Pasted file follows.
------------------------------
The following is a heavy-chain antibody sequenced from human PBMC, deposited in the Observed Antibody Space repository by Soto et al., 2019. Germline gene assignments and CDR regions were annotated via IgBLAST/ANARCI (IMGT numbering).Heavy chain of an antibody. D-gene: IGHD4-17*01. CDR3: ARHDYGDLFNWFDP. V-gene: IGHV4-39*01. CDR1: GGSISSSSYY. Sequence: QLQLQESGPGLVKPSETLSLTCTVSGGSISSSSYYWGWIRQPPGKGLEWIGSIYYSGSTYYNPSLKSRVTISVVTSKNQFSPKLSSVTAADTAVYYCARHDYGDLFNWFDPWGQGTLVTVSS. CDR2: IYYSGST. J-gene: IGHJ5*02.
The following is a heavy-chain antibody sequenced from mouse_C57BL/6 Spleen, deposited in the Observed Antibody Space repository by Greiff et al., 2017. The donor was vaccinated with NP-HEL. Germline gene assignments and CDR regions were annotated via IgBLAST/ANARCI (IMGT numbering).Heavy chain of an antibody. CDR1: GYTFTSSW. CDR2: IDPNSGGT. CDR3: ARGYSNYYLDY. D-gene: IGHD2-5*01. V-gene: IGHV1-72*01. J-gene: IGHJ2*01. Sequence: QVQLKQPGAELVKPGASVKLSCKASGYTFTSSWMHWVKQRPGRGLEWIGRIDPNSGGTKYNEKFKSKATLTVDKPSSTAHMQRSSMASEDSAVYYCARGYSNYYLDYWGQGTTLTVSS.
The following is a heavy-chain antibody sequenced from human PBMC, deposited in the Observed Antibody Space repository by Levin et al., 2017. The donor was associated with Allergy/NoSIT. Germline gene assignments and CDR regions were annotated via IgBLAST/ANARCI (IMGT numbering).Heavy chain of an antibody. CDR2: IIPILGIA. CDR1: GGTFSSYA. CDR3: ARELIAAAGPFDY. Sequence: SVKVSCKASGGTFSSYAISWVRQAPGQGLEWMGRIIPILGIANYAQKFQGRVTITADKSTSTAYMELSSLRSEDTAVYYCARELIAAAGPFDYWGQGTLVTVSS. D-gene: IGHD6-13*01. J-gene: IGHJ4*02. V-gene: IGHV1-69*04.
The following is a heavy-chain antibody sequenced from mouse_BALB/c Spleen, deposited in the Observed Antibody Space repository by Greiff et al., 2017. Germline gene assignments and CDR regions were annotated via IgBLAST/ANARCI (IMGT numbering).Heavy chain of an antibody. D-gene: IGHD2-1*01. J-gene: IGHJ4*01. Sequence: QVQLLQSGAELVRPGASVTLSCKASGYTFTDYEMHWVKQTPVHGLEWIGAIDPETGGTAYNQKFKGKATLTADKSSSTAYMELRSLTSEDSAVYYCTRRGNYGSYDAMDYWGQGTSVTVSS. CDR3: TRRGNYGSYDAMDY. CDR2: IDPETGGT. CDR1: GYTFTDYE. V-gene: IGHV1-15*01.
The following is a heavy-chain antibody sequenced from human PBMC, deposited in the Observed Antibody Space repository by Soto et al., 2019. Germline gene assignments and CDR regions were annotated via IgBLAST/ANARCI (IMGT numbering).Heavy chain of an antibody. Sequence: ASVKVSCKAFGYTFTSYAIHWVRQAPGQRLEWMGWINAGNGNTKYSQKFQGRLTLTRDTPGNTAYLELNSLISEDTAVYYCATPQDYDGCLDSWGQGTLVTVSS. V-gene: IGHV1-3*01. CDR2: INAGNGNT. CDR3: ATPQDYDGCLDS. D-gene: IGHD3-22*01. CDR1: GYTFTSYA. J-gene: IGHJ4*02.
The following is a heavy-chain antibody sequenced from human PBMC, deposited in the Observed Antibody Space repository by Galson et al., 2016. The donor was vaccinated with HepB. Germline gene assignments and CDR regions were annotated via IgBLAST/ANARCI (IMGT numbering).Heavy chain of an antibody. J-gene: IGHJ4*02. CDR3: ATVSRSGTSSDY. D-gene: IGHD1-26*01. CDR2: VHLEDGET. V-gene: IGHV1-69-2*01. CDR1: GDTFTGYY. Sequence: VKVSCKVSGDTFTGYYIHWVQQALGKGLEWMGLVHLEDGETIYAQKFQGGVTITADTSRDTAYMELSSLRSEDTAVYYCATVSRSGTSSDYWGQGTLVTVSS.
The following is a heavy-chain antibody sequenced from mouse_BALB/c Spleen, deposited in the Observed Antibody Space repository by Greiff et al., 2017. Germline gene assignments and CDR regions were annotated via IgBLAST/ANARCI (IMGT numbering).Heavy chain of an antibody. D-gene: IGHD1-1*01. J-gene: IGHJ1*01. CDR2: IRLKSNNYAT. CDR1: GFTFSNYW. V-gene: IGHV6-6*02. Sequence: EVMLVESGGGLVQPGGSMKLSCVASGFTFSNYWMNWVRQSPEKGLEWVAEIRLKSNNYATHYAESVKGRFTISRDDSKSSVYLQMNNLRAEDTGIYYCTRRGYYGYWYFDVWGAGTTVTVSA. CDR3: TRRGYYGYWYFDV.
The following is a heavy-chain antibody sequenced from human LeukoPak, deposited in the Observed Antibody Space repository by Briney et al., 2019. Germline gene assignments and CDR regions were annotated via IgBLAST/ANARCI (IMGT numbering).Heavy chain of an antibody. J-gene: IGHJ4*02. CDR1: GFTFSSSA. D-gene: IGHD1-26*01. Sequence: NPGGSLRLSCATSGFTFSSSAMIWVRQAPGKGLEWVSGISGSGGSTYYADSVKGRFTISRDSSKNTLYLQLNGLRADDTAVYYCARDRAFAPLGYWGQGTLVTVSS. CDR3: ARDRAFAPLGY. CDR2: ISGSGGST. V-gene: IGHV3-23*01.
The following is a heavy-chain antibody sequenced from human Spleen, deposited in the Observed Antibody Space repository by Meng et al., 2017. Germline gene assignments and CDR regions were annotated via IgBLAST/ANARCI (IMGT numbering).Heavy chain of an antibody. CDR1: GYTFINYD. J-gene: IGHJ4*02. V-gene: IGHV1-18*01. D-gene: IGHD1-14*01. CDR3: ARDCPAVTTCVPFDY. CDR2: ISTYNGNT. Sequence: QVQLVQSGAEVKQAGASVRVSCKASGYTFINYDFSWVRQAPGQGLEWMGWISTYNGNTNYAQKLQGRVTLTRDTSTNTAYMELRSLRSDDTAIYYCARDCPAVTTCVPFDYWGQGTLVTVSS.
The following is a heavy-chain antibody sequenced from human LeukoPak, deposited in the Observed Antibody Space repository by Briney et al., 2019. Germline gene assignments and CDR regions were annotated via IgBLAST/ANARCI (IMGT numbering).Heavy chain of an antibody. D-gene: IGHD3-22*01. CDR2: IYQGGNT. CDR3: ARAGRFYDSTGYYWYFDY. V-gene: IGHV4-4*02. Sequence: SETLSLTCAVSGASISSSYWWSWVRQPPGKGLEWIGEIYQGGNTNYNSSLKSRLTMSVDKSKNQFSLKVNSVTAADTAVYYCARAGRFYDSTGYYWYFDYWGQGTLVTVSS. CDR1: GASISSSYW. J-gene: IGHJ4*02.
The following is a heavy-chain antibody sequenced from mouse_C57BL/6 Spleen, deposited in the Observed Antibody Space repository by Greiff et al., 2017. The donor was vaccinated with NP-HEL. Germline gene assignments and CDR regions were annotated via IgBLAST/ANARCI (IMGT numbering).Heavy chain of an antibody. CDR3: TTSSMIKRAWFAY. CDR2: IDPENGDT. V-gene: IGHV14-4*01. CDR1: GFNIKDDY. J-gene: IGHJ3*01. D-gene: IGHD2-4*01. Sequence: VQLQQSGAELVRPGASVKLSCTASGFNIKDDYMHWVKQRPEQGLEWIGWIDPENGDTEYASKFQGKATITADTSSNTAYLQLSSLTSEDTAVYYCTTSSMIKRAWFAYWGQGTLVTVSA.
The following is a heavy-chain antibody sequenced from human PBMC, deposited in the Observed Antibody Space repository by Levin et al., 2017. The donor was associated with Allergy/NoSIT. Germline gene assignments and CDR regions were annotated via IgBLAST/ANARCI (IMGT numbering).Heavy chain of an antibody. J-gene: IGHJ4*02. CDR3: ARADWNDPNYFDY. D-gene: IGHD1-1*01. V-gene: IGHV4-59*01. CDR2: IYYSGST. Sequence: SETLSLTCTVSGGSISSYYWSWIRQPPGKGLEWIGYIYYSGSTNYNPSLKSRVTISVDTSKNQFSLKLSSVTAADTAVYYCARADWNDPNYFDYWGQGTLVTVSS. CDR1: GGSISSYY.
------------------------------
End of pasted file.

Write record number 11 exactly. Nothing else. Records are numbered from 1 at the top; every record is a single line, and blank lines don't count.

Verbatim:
The following is a heavy-chain antibody sequenced from mouse_C57BL/6 Spleen, deposited in the Observed Antibody Space repository by Greiff et al., 2017. The donor was vaccinated with NP-HEL. Germline gene assignments and CDR regions were annotated via IgBLAST/ANARCI (IMGT numbering).Heavy chain of an antibody. CDR3: TTSSMIKRAWFAY. CDR2: IDPENGDT. V-gene: IGHV14-4*01. CDR1: GFNIKDDY. J-gene: IGHJ3*01. D-gene: IGHD2-4*01. Sequence: VQLQQSGAELVRPGASVKLSCTASGFNIKDDYMHWVKQRPEQGLEWIGWIDPENGDTEYASKFQGKATITADTSSNTAYLQLSSLTSEDTAVYYCTTSSMIKRAWFAYWGQGTLVTVSA.